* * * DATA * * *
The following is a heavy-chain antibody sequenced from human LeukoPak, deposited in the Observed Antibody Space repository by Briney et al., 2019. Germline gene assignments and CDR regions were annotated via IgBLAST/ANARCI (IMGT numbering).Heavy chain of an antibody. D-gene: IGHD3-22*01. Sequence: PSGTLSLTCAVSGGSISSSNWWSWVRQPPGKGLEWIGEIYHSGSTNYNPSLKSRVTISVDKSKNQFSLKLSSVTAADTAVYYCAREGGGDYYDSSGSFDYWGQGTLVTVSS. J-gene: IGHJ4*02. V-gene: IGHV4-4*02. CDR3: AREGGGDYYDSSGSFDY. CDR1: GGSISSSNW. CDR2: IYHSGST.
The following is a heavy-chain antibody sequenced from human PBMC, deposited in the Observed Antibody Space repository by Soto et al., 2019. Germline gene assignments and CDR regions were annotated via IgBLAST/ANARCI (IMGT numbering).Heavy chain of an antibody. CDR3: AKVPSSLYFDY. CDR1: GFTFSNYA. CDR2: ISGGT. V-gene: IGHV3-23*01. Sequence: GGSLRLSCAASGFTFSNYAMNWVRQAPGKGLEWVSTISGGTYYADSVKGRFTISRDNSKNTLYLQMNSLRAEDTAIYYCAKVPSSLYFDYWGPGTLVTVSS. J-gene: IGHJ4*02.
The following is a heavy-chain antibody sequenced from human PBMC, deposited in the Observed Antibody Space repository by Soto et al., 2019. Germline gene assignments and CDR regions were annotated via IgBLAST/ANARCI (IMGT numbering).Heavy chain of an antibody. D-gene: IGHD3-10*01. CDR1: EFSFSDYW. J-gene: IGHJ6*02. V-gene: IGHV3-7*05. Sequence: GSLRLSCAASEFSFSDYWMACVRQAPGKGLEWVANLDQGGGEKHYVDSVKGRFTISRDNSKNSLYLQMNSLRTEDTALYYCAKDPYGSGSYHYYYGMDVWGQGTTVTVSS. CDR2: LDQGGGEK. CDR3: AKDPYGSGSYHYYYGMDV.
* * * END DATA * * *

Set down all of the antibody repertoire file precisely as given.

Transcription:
The following is a heavy-chain antibody sequenced from human LeukoPak, deposited in the Observed Antibody Space repository by Briney et al., 2019. Germline gene assignments and CDR regions were annotated via IgBLAST/ANARCI (IMGT numbering).Heavy chain of an antibody. D-gene: IGHD3-22*01. Sequence: PSGTLSLTCAVSGGSISSSNWWSWVRQPPGKGLEWIGEIYHSGSTNYNPSLKSRVTISVDKSKNQFSLKLSSVTAADTAVYYCAREGGGDYYDSSGSFDYWGQGTLVTVSS. J-gene: IGHJ4*02. V-gene: IGHV4-4*02. CDR3: AREGGGDYYDSSGSFDY. CDR1: GGSISSSNW. CDR2: IYHSGST.
The following is a heavy-chain antibody sequenced from human PBMC, deposited in the Observed Antibody Space repository by Soto et al., 2019. Germline gene assignments and CDR regions were annotated via IgBLAST/ANARCI (IMGT numbering).Heavy chain of an antibody. CDR3: AKVPSSLYFDY. CDR1: GFTFSNYA. CDR2: ISGGT. V-gene: IGHV3-23*01. Sequence: GGSLRLSCAASGFTFSNYAMNWVRQAPGKGLEWVSTISGGTYYADSVKGRFTISRDNSKNTLYLQMNSLRAEDTAIYYCAKVPSSLYFDYWGPGTLVTVSS. J-gene: IGHJ4*02.
The following is a heavy-chain antibody sequenced from human PBMC, deposited in the Observed Antibody Space repository by Soto et al., 2019. Germline gene assignments and CDR regions were annotated via IgBLAST/ANARCI (IMGT numbering).Heavy chain of an antibody. D-gene: IGHD3-10*01. CDR1: EFSFSDYW. J-gene: IGHJ6*02. V-gene: IGHV3-7*05. Sequence: GSLRLSCAASEFSFSDYWMACVRQAPGKGLEWVANLDQGGGEKHYVDSVKGRFTISRDNSKNSLYLQMNSLRTEDTALYYCAKDPYGSGSYHYYYGMDVWGQGTTVTVSS. CDR2: LDQGGGEK. CDR3: AKDPYGSGSYHYYYGMDV.